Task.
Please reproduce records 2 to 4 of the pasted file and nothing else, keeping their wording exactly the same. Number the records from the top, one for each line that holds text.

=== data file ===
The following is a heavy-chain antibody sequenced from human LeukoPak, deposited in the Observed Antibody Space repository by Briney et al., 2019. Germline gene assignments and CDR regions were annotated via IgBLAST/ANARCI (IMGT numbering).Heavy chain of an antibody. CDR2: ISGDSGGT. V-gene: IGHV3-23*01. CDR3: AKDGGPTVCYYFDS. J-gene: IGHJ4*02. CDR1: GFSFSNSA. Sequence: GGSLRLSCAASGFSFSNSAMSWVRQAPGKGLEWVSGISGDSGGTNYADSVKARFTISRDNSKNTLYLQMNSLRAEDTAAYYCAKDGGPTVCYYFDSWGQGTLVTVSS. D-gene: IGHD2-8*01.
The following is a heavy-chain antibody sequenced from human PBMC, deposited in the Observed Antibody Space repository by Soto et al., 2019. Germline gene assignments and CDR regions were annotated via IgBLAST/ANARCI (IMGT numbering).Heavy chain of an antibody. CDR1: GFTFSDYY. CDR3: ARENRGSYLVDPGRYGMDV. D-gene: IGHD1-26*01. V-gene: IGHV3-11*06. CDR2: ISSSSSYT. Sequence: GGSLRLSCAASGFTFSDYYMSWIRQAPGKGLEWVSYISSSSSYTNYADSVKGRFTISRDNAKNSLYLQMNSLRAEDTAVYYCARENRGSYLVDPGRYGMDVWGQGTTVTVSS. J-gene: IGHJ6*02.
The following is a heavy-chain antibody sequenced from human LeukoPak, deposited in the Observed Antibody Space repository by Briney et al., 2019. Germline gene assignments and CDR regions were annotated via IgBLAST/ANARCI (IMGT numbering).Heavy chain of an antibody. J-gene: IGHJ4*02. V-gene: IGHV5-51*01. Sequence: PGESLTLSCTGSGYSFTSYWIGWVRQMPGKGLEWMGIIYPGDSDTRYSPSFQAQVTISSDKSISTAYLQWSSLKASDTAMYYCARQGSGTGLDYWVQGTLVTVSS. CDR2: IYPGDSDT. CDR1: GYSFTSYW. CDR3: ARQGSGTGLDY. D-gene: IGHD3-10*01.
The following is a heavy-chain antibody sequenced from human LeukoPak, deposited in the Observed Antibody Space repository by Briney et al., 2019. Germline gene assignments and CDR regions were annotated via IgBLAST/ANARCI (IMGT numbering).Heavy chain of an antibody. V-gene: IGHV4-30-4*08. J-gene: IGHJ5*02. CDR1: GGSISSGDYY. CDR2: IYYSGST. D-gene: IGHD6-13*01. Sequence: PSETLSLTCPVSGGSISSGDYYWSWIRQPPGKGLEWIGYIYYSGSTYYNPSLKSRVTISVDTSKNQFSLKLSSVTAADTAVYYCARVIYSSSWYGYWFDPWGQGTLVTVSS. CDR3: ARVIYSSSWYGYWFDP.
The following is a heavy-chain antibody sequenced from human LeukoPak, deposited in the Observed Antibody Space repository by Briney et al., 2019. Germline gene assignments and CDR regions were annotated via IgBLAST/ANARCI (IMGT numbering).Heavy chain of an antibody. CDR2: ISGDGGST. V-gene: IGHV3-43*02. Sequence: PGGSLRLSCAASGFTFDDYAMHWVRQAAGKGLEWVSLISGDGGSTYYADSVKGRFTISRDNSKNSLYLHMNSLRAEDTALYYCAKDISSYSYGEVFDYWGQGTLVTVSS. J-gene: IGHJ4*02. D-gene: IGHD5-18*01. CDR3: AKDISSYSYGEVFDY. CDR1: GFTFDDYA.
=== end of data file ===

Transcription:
The following is a heavy-chain antibody sequenced from human PBMC, deposited in the Observed Antibody Space repository by Soto et al., 2019. Germline gene assignments and CDR regions were annotated via IgBLAST/ANARCI (IMGT numbering).Heavy chain of an antibody. CDR1: GFTFSDYY. CDR3: ARENRGSYLVDPGRYGMDV. D-gene: IGHD1-26*01. V-gene: IGHV3-11*06. CDR2: ISSSSSYT. Sequence: GGSLRLSCAASGFTFSDYYMSWIRQAPGKGLEWVSYISSSSSYTNYADSVKGRFTISRDNAKNSLYLQMNSLRAEDTAVYYCARENRGSYLVDPGRYGMDVWGQGTTVTVSS. J-gene: IGHJ6*02.
The following is a heavy-chain antibody sequenced from human LeukoPak, deposited in the Observed Antibody Space repository by Briney et al., 2019. Germline gene assignments and CDR regions were annotated via IgBLAST/ANARCI (IMGT numbering).Heavy chain of an antibody. J-gene: IGHJ4*02. V-gene: IGHV5-51*01. Sequence: PGESLTLSCTGSGYSFTSYWIGWVRQMPGKGLEWMGIIYPGDSDTRYSPSFQAQVTISSDKSISTAYLQWSSLKASDTAMYYCARQGSGTGLDYWVQGTLVTVSS. CDR2: IYPGDSDT. CDR1: GYSFTSYW. CDR3: ARQGSGTGLDY. D-gene: IGHD3-10*01.
The following is a heavy-chain antibody sequenced from human LeukoPak, deposited in the Observed Antibody Space repository by Briney et al., 2019. Germline gene assignments and CDR regions were annotated via IgBLAST/ANARCI (IMGT numbering).Heavy chain of an antibody. V-gene: IGHV4-30-4*08. J-gene: IGHJ5*02. CDR1: GGSISSGDYY. CDR2: IYYSGST. D-gene: IGHD6-13*01. Sequence: PSETLSLTCPVSGGSISSGDYYWSWIRQPPGKGLEWIGYIYYSGSTYYNPSLKSRVTISVDTSKNQFSLKLSSVTAADTAVYYCARVIYSSSWYGYWFDPWGQGTLVTVSS. CDR3: ARVIYSSSWYGYWFDP.